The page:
On Monday, more than two years after his wife’s death, Brett Seacat will hear her family and friends – and likely his own – plead with a judge to impose a reasonable prison term.
Vashti Seacat’s brother says he plans to ask for the maximum sentence allowable under law for his sister’s death.
“The arson, the child endangerment and a murder – the combination of all those things is very indicative of someone that needs to be behind bars as long as we can keep them behind bars,” Rich Forrest said.
Others, however, are expected to ask for leniency before a sentence is handed down.
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Brett Seacat, a former law enforcement officer and police instructor, faces sentencing Monday in the first-degree murder of 34-year-old Vashti Seacat, who was fatally shot in her bedroom in April 2011. A Kingman County jury convicted Seacat of the charge in June, as well as aggravated arson and two counts of child endangerment connected to her death.
Under state law, Seacat faces a mandatory sentence of life in prison on the murder charge and will not be eligible for parole for at least 25 years. He also faces a presumptive prison term of 147 to 165 months — more than 12 years — on the arson charge, his attorney said Friday, and 31 to 34 months for each count of endangerment. The sentences may be imposed concurrently or consecutively.
If given credit for the two years he has served while awaiting trial, Seacat – now 37 – will be at least 60 before he is eligible for parole.
Seacat, his attorney said, continues to maintain his innocence.
“I really don’t know what to expect during the sentencing,” said defense attorney Roger Falk, who has represented Seacat for the duration of his case.
"Regardless of what happens (on Monday), Mr. Seacat will most likely spend the rest of his life in prison unless he is successful upon appeal.”
The crime and trial
After weighing 12 days of witness testimony and dozens of pieces of evidence – including the revolver that discharged the fatal shot and a suicide note prosecutors say Brett Seacat forged – jurors handed down the guilty verdict. It took just six hours of deliberations.
Prosecutors argued during the trial that in the days before Vashti Seacat’s death, her husband plotted to kill her after she filed for divorce. The night she died, they maintained, he shot her while she slept then set the house afire while their young sons were inside to cover up the crime.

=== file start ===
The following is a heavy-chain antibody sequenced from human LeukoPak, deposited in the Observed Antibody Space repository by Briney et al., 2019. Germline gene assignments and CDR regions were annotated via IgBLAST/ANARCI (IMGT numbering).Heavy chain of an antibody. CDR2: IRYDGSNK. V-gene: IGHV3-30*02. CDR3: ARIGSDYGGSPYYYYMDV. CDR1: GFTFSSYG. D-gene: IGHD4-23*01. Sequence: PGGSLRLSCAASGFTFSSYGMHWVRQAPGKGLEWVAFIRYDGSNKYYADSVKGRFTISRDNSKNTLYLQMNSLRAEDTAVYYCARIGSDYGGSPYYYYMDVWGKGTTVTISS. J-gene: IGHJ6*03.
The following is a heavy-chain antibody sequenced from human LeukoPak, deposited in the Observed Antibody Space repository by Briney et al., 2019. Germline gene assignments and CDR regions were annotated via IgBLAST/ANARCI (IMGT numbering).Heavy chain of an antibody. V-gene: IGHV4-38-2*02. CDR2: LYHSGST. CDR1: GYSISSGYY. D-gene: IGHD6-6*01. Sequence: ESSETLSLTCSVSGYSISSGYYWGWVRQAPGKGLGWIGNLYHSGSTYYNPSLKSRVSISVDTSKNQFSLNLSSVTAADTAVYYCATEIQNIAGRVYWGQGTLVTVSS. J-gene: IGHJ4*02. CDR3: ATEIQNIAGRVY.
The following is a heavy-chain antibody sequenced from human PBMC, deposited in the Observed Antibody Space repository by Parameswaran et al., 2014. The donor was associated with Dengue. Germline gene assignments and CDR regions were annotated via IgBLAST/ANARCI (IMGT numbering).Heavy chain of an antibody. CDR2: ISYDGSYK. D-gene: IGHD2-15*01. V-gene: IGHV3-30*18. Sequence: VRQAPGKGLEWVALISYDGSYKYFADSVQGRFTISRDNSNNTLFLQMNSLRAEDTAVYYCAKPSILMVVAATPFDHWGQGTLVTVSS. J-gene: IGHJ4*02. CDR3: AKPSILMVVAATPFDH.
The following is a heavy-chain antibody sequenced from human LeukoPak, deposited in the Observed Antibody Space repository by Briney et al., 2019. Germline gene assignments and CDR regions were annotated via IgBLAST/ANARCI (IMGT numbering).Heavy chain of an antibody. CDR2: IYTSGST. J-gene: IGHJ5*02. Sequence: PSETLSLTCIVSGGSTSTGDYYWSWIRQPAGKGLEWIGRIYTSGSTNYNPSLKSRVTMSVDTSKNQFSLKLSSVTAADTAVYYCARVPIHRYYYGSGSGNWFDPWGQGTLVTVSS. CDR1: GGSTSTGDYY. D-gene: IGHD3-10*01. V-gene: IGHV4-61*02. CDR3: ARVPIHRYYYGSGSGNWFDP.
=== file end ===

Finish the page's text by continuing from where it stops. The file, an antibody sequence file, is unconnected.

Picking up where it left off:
Brett Seacat, however, testified at trial that a depressed Vashti Seacat pleaded with him by phone that night “to get the boys out of the house,” then ignited the blaze and committed suicide in her upstairs bedroom.
Following his conviction, prosecutors asked for the Hard 50 – life without parole for 50 years – on the murder charge. But two days after the U.S. Supreme Court handed down a ruling many think invalidates the state’s Hard 50 law, the Attorney General’s Office withdrew its request.
Kansas Attorney General Derek Schmidt wrote in the June 19 filing that after reviewing the high court’s decision, “the state does not believe the procedural and factual posture of this case allow for the application of (the Hard 50 law) in its current form.”
The high court’s ruling said juries, not judges, were responsible for weighing facts the of a trial that may justify increasing minimum sentences.
“We’re disappointed and apprehensive that the Hard 50 (sentence) has been taken off the table,” Vashti’s brother, Rich Forrest, said when asked to share his feelings about Monday’s hearing. He said he and other family members plan to address the judge during Monday’s proceedings.
“We hope that he sees fit to impose the maximum sentence,” Forrest said.
Efforts to reach Brett Seacat’s parents for comment were unsuccessful.
Assistant Attorney General Amy Hanley, one of four prosecutors in the case, declined to comment on Monday’s proceeding until Seacat’s sentence was imposed.
Falk said he plans to file Seacat’s notice of appeal following Monday’s sentencing. It could be years, Falk said, before the former law enforcement officer knows whether he will be granted a new trial.
“Two years, at minimum,” Falk said cautiously. He noted that extensions are often granted in appellate court.
“I certainly wouldn’t advise Mr. Seacat to stop the appeals in this case until such time that he’s released,” Falk said.
He added: “On a case where you’re looking at spending the rest of your life in prison, there’s no reason not to seek some relief.”